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Durham e-Theses
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Mucin 55B and its effect on healthy ageing

FALCONER, JOSEPH,LUKE (2023) Mucin 55B and its effect on healthy ageing. Masters thesis, Durham University.

PDF (Final MSc Thesis with comments addressed) - Accepted Version


Chronic inflammation is a major symptom of many age-related diseases such as, Alzheimer’s and dementia. This inflammation has been linked to the movement of bacteria from the gut to outside of the lumen into lymphoid tissues and the bloodstream. Understanding the importance of the gut barrier and its integrity is therefore of the upmost importance. Here we use the model organism, Drosophila melanogaster, to investigate how this barrier is regulated.
Mucin genes have long since been known to be a contributing factor to the maintenance of the gut intestinal barrier. We use a drug-inducible UAS-Gal4 system in order to knockdown one of these mucins, mucin 55B. Unpublished data had previously shown a knockdown of this gene extended lifespan and maintained gut intestinal barrier function later into life.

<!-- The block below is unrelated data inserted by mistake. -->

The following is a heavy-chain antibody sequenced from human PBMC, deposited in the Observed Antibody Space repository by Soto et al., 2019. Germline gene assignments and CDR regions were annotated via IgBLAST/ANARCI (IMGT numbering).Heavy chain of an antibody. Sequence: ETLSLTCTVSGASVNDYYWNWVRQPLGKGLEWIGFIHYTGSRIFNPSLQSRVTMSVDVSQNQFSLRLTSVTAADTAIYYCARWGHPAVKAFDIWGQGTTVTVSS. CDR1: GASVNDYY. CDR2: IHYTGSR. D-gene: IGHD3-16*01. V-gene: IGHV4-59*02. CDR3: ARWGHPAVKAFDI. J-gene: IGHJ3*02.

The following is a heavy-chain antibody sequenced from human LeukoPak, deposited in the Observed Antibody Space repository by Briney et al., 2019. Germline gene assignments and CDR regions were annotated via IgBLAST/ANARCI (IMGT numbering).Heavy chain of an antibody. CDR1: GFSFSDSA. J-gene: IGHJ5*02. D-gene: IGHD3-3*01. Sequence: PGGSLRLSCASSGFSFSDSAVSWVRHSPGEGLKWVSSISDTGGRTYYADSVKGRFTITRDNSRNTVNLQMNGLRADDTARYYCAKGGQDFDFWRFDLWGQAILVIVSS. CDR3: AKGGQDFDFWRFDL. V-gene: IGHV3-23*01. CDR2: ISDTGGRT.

We used AMPs as readouts for the Toll and JNK pathways and found that the mucin 55B knockdown has no effect on this immune response. Further markers were used to find the same result in the insulin pathway. Using antibiotic lifespans we were not able to confirm that the presence of the gut microbiota extended lifespan. We sought to find how mucin 55B was regulated as this could aid in treating late life inflammation in both Drosophila and humans. Here we show that the JNK pathway is likely to regulate the expression of mucin 55B.
This research has broadened the understanding of the impact mucins have on lifespan as well as health span and provide new insight into how approaches can be used to maintain the gut barrier and reduce morbidity.

Item Type:Thesis (Masters)
Award:Master of Science
Faculty and Department:Faculty of Science > Biological and Biomedical Sciences, School of
Thesis Date:2023
Copyright:Copyright of this thesis is held by the author
Deposited On:15 Dec 2023 14:12

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